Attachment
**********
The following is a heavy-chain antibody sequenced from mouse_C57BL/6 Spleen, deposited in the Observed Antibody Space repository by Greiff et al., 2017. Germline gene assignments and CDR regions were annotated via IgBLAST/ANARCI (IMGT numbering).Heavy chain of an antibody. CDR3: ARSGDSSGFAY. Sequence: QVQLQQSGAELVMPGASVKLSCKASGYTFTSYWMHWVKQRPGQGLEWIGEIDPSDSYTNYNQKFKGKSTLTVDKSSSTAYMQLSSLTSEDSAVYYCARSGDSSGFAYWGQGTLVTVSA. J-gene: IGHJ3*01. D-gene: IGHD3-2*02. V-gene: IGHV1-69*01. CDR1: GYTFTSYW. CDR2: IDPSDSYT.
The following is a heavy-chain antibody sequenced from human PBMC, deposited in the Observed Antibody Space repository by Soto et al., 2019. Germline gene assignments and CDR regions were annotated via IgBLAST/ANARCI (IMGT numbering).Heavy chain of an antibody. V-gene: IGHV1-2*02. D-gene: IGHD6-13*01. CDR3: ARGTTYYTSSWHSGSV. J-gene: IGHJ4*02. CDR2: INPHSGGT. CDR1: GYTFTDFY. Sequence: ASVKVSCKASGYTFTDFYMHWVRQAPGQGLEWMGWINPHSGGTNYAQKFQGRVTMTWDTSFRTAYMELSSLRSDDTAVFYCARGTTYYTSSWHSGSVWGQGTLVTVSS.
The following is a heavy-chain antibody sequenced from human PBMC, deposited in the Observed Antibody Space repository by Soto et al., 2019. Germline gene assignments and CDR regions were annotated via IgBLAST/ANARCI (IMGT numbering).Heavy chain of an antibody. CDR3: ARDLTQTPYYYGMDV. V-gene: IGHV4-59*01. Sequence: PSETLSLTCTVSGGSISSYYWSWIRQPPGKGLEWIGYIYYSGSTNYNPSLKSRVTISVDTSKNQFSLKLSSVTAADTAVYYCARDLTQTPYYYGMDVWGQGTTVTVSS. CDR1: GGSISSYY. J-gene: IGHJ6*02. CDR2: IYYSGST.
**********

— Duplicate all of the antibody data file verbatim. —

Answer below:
The following is a heavy-chain antibody sequenced from mouse_C57BL/6 Spleen, deposited in the Observed Antibody Space repository by Greiff et al., 2017. Germline gene assignments and CDR regions were annotated via IgBLAST/ANARCI (IMGT numbering).Heavy chain of an antibody. CDR3: ARSGDSSGFAY. Sequence: QVQLQQSGAELVMPGASVKLSCKASGYTFTSYWMHWVKQRPGQGLEWIGEIDPSDSYTNYNQKFKGKSTLTVDKSSSTAYMQLSSLTSEDSAVYYCARSGDSSGFAYWGQGTLVTVSA. J-gene: IGHJ3*01. D-gene: IGHD3-2*02. V-gene: IGHV1-69*01. CDR1: GYTFTSYW. CDR2: IDPSDSYT.
The following is a heavy-chain antibody sequenced from human PBMC, deposited in the Observed Antibody Space repository by Soto et al., 2019. Germline gene assignments and CDR regions were annotated via IgBLAST/ANARCI (IMGT numbering).Heavy chain of an antibody. V-gene: IGHV1-2*02. D-gene: IGHD6-13*01. CDR3: ARGTTYYTSSWHSGSV. J-gene: IGHJ4*02. CDR2: INPHSGGT. CDR1: GYTFTDFY. Sequence: ASVKVSCKASGYTFTDFYMHWVRQAPGQGLEWMGWINPHSGGTNYAQKFQGRVTMTWDTSFRTAYMELSSLRSDDTAVFYCARGTTYYTSSWHSGSVWGQGTLVTVSS.
The following is a heavy-chain antibody sequenced from human PBMC, deposited in the Observed Antibody Space repository by Soto et al., 2019. Germline gene assignments and CDR regions were annotated via IgBLAST/ANARCI (IMGT numbering).Heavy chain of an antibody. CDR3: ARDLTQTPYYYGMDV. V-gene: IGHV4-59*01. Sequence: PSETLSLTCTVSGGSISSYYWSWIRQPPGKGLEWIGYIYYSGSTNYNPSLKSRVTISVDTSKNQFSLKLSSVTAADTAVYYCARDLTQTPYYYGMDVWGQGTTVTVSS. CDR1: GGSISSYY. J-gene: IGHJ6*02. CDR2: IYYSGST.